The general view from the right is that there is a Vast Left-Wing Conspiracy aimed at converting the U.S. to some kind of workers' socialist paradise.
And among the leading conspirators are said to be institutions linked with Harvard University and with the U.S. Department of Labor, the most left-leaning of the cabinet agencies (and an alma mater of mine).
So it may come as a bit of surprise that an entity linked to that university, and another that is an obscure part of that department, have just agreed, in public, to lower the wages of a high-tech alien worker, a computer programmer.
It is just another indication how, even in these unlikely locations, the wage-lowering orientation of U.S. immigration policy plays havoc with workers, both aliens and citizens. That's the Big Picture in this story.
The detailed account of the anti-worker decision, relating to how a prevailing wage should be determined, is complex and obscure, and presumably totally unknown to the ladies that run the two institutions, Drew Gilpin Faust at Harvard and Hilda Solis at Labor.
Here it is:
The Boston-area Children's Hospital Corp. wanted to hire at an H-1B computer software engineer, and sought a prevailing wage ruling from the Labor Department that would play a role in setting the worker's salary. The job required a bachelor's degree in engineering or a related field, and five years of experience in application development.
A journeyman staff member (an anonymous Certifying Officer) at the department said that this would be a "wage level 4 [position] with a prevailing annual wage of $119,038," according to Interpreter Releases of November 21, 2011 (pp. 2776-2778).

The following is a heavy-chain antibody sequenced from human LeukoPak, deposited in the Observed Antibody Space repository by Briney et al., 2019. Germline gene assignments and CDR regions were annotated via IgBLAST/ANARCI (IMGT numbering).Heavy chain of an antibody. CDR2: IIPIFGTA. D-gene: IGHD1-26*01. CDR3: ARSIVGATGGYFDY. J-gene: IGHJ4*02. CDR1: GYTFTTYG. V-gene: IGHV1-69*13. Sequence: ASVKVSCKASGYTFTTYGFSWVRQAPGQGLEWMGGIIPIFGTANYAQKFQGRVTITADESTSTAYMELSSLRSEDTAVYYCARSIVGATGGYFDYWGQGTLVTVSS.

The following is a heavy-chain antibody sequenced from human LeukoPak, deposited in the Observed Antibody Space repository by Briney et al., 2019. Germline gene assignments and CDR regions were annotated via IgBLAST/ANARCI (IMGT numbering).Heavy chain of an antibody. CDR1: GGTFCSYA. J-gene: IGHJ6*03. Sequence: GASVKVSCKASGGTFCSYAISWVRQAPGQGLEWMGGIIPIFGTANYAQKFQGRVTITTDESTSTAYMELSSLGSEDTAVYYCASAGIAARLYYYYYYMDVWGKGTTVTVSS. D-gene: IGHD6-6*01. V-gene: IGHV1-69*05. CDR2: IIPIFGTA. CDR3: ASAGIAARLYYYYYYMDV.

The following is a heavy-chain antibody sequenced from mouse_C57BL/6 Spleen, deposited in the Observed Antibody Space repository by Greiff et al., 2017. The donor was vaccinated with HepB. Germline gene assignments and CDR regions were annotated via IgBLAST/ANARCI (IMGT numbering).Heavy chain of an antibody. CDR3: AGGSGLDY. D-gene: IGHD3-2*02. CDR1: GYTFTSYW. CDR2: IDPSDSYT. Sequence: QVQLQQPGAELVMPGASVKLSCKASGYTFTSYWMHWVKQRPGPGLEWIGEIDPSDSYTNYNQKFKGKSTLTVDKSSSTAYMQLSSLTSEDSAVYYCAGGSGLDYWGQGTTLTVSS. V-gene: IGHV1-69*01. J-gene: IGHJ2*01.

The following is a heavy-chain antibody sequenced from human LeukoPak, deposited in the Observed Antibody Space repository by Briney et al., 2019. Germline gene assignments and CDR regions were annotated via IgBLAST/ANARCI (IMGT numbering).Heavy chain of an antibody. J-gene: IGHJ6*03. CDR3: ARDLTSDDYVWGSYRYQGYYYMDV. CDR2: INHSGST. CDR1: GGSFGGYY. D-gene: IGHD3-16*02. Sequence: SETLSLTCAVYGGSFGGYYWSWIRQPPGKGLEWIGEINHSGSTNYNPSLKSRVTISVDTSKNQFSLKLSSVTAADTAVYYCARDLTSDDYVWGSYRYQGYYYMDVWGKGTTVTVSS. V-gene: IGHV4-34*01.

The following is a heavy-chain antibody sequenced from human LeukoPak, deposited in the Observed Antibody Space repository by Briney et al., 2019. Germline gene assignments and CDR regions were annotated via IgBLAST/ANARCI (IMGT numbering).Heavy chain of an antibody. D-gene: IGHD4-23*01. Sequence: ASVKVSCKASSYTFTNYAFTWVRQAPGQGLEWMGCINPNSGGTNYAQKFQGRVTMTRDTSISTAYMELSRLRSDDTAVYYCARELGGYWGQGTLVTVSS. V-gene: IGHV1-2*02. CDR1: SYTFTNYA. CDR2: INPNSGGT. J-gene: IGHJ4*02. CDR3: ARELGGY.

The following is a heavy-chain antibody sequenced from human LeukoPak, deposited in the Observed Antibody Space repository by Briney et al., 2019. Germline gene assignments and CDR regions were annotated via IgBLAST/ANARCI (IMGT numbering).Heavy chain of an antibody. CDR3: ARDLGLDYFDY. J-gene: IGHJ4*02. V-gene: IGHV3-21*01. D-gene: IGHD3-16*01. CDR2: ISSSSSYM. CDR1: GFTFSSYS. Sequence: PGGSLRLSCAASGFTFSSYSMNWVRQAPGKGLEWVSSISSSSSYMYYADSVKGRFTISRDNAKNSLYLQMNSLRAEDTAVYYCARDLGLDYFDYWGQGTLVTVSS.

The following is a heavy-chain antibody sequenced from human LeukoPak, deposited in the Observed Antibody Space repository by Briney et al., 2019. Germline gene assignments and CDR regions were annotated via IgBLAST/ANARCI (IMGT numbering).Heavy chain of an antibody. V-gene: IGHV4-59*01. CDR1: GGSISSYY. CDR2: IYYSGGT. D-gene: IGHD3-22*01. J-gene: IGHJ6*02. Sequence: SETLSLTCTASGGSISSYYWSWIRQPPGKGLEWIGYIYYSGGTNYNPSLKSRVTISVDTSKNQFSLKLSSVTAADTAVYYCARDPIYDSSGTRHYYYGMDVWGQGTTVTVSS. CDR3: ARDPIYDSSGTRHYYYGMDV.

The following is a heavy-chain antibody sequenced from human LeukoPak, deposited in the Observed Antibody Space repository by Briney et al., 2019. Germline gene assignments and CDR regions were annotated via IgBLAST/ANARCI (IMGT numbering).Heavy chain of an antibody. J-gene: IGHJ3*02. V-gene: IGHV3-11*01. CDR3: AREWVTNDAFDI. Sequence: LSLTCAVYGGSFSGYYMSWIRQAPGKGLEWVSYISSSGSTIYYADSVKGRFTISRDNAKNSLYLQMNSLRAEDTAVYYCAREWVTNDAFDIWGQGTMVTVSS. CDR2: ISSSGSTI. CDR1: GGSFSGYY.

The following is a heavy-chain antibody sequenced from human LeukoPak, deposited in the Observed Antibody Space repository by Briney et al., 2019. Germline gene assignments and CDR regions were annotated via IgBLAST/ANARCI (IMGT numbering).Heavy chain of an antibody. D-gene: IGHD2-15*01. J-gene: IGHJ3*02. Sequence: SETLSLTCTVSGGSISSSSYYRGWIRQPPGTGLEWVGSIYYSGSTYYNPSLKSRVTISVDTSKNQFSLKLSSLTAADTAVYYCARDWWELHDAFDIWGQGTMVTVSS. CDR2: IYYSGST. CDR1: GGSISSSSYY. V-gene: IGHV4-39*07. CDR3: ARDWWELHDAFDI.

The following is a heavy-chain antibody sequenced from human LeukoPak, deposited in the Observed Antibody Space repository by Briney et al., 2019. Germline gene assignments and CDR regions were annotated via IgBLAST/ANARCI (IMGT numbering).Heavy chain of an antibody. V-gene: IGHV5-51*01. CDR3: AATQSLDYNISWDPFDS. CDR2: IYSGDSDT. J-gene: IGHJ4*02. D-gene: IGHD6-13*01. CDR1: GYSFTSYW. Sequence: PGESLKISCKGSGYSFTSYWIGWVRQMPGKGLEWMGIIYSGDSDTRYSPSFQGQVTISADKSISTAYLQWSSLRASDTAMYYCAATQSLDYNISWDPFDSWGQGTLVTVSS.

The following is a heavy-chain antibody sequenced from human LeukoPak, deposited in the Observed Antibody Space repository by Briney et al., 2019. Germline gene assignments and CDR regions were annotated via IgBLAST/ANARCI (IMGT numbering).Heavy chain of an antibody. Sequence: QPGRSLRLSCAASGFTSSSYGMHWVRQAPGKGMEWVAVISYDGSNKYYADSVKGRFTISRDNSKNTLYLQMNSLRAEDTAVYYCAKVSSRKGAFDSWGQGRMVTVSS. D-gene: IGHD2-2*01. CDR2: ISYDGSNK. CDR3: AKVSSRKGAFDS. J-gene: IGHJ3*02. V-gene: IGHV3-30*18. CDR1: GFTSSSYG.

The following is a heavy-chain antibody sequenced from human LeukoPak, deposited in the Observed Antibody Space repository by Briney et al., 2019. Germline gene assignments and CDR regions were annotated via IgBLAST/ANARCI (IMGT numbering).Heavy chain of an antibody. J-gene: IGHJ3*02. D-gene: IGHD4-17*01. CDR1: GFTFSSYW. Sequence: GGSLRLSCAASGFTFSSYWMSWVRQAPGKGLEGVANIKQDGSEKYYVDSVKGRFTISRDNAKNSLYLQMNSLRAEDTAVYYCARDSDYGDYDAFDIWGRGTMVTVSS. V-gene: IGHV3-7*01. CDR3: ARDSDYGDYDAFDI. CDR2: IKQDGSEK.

Children's Hospital objected to the wage, saying that it was an affiliate of a non-profit medical school, the one at Harvard, and thus was eligible for a more employer-friendly prevailing wage system under the American Competitiveness and Workforce Improvement Act (ACWIA). (That legislation also temporarily lifted the H-1B ceiling to 115,000 a year and was regarded at the time as a triumph for employers.)
The staff member said no, Children's Hospital and Harvard were not linked in the eyes of the law, and the hospital had to use a less favorable (to it) prevailing wage system.
Children's Hospital then appealed to the Board of Alien Labor Certification Appeals, an administrative appeals agency within DOL. BALCA determined that Children's and Harvard were, indeed, linked so the lower wage system could go into effect.
We do not know how much the wage for that job was lowered in the process, but it must have been significant enough for Children's Hospital Corp. to have gone to the expense of an appeal.
Given how the H-1B system works, and the large numbers of computer programmers from India, the chances are that the worker whose salary was lowered was from that nation. The lawyer hired by Children's to push down the H-1B worker's salary was one Prasant D. Desai, of the Boston firm of Iandoli and Desai; his name sounds like he, too, is on Indian descent, and his law firm photo would lead one to the same conclusion. Interesting.
The full text of the BALCA decision can be seen here.
That decision, unlike those of the roughly comparable administrative appeals agency in DHS, the Administrative Appeals Office, was published promptly (on November 15) and is published intact, without the redactions that mar the AAO decisions, when they finally appear. AAO does not believe the public should know the name of the parties to the cases, nor the lawyers, nor the decision-makers.
If this had been an AAO case we never would have learned about Mr. Desai's involvement, for example, nor even the name of Harvard.
DoL has that part right.